When the second amendment to the US constitution (the one about the right to bear arms ) was ratified in 1791, it was long before revolvers and automatic weapons were even thought of. The main danger then was being run over by stampeding buffaloes.
The present situation is beyond crazy and verges on the criminally insane.
Where else can organisations such as the National Rifle Association (NRA) hold a society to ransom on the pretence that it is “a God-given right to purchase and carry arms”.
David Ryan, Co Meath
Again, it happens to innocent children. A few facts Americans should accept:
Nobody, apart from the military, should have assault rifles or get access to them at 18.
Most people don’t need a gun, and one will be enough to defend your home and family.
The NRA should be ashamed if it does not condemn this and support the removal of assault rifles from normal citizens.
Dennis Fitzgerald, Melbourne, Australia
I agree fully with Frank Schnittger’s letter (‘Multiple reasons why neutral Ireland should not arm up’, Irish Independent, May 24).
His view that our neutrality and relative capability to attack others makes us more acceptable as a third-party peacekeeping force and development partner who is not using aid as a cover for a neo-colonial past.
We should heed the words of Mahatma Gandhi, which were recalled in the editorial of the Irish Independent on April 12.
He said that “the dead and homeless are indifferent whether they died at the hands of totalitarianism or in the holy name of liberty or democracy”.
If we were to join Nato, we would be condemning our youth to be cannon fodder as happened in World War I when we were led by John Redmond MP, who believed that if we joined the British Army it would lead to Home Rule.
There is a book by Michael MacDonagh that is a call to arms, written in 1916 and with a 14-page cringe-inducing introduction by Redmond.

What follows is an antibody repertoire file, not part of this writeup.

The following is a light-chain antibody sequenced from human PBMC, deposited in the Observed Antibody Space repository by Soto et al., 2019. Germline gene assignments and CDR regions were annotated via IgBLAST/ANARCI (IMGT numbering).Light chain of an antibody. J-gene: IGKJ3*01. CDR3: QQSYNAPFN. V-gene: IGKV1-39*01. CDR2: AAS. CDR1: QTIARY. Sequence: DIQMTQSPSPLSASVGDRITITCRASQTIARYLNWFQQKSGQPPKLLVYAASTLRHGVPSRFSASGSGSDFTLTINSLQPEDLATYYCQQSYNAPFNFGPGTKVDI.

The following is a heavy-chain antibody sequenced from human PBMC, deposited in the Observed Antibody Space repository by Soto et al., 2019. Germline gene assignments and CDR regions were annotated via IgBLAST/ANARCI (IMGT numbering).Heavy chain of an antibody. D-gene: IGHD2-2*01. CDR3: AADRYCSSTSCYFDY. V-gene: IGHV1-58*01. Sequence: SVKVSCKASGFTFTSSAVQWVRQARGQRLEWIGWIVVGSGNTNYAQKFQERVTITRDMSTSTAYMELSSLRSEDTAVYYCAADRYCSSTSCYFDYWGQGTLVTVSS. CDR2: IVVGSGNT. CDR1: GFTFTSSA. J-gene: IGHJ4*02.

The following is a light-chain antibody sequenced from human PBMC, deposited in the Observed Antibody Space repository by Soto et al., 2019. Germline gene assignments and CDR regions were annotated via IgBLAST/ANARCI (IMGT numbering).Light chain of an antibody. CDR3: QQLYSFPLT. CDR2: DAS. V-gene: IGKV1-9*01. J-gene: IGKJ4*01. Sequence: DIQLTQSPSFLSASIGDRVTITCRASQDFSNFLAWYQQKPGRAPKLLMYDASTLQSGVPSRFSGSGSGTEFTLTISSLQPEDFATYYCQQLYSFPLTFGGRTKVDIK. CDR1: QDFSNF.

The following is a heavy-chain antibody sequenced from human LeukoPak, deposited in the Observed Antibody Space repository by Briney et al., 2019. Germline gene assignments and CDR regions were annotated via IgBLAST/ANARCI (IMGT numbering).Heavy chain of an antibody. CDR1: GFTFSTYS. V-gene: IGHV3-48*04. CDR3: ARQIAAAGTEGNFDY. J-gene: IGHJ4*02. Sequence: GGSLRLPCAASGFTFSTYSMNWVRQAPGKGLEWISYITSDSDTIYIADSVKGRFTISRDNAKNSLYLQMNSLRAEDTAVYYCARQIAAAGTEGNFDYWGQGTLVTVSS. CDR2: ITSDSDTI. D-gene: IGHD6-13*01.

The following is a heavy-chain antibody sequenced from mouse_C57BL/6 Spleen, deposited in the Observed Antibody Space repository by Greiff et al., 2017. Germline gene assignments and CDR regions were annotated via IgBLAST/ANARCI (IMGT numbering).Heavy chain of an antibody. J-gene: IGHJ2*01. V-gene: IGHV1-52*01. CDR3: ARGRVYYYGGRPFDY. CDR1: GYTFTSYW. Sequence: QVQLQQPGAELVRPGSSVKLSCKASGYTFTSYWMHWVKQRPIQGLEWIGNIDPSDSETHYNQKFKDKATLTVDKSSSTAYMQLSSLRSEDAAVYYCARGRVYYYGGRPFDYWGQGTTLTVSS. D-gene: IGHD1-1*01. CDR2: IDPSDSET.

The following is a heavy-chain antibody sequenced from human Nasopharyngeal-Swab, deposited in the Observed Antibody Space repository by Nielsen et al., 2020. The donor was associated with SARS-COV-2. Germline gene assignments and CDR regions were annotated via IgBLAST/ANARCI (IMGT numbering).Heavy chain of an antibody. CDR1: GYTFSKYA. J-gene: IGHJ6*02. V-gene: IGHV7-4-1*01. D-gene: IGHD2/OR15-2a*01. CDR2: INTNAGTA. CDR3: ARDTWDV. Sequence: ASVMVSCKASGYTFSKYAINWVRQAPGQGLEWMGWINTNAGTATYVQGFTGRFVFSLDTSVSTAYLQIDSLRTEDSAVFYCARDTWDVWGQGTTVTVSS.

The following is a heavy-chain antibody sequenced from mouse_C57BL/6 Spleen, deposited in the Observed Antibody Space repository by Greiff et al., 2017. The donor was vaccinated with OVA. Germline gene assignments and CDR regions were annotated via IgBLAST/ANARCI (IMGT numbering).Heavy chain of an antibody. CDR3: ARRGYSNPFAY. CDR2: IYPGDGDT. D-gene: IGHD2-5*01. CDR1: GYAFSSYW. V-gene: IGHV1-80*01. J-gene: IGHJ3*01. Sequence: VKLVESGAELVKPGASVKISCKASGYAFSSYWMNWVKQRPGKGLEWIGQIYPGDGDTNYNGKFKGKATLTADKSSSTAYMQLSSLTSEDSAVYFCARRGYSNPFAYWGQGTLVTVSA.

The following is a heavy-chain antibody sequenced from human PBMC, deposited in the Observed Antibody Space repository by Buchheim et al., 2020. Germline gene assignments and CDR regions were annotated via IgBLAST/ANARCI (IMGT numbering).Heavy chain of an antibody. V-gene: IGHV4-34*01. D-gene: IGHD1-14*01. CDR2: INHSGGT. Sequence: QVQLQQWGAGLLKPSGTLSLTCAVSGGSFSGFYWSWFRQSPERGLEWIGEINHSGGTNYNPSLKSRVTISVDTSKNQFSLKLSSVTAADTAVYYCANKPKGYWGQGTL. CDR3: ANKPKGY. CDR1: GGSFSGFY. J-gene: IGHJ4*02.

He quotes General James Patrick Mahon, who led the 10th Irish Division at Suvla Bay. Mahon, in one of his statements from the deck of a ship in the bay, said of his troops: “What they all desired was to get in close grips with the Turks. How they hungered for the wild exultation of the bayonet charge and the shock of man to man in the deadly encounter.”
Another cringe-maker was the latter, when he said: “The empire can do with a heap more ‘freshies’ [a name for recruits] of the Irish brand. Their landing was the greatest thing you will ever read in books.”
Redmond’s final statement reads as follows: “Those brave sons in the field need not fear for the honour they have won for their country.”
The last thing we need is a current politician coming out with a similar appeal.
Hugh Duffy, Cleggan, Co Galway
I have just read the article by Shane Phelan and Joe Barrett (‘Group hits out at judge ‘sick’ of requests for interpreters’, Irish Independent, May 24) regarding Judge Miriam Walsh’s comments during a court case for a drunk and disorderly person who was being held to account for requesting an interpreter.
The judge, in my opinion, rightly claimed the man had lived in Ireland for five years – quite some time for someone to learn English, which in most town community centres is free to learn.
The judge pointed out that the man was clearly able to buy drink and sign on for social welfare, and therefore had some inkling of English.
In my view, when anyone comes here to live or stay for a time, they should at least learn English as one needs to communicate. I think the judge has just said what a lot of others were afraid to.
Colette Collins, Friars Hill, Wicklow
I welcomed seeing your front-page headline, ‘€1,000-per-month lifeline to keep local post offices open’ (Irish Independent, May 23).
It wasn’t that long ago it seemed government/ An Post policy was to close every post office that offered a hint of commerce or public service obligation. I wonder are we now copping on to the fact local services in urban and rural villages serve the community and the planet better.
Aidan Roddy, Cabinteely, Dublin 18